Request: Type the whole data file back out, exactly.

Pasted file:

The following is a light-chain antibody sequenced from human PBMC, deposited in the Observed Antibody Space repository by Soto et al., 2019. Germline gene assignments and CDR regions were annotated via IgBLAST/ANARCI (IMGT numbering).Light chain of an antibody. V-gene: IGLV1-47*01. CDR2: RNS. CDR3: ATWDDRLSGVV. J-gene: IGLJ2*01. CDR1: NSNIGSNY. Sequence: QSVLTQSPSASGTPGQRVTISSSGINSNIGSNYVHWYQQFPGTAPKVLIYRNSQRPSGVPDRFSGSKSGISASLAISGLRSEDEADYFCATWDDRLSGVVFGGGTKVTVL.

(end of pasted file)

The following is a light-chain antibody sequenced from human PBMC, deposited in the Observed Antibody Space repository by Soto et al., 2019. Germline gene assignments and CDR regions were annotated via IgBLAST/ANARCI (IMGT numbering).Light chain of an antibody. V-gene: IGLV1-47*01. CDR2: RNS. CDR3: ATWDDRLSGVV. J-gene: IGLJ2*01. CDR1: NSNIGSNY. Sequence: QSVLTQSPSASGTPGQRVTISSSGINSNIGSNYVHWYQQFPGTAPKVLIYRNSQRPSGVPDRFSGSKSGISASLAISGLRSEDEADYFCATWDDRLSGVVFGGGTKVTVL.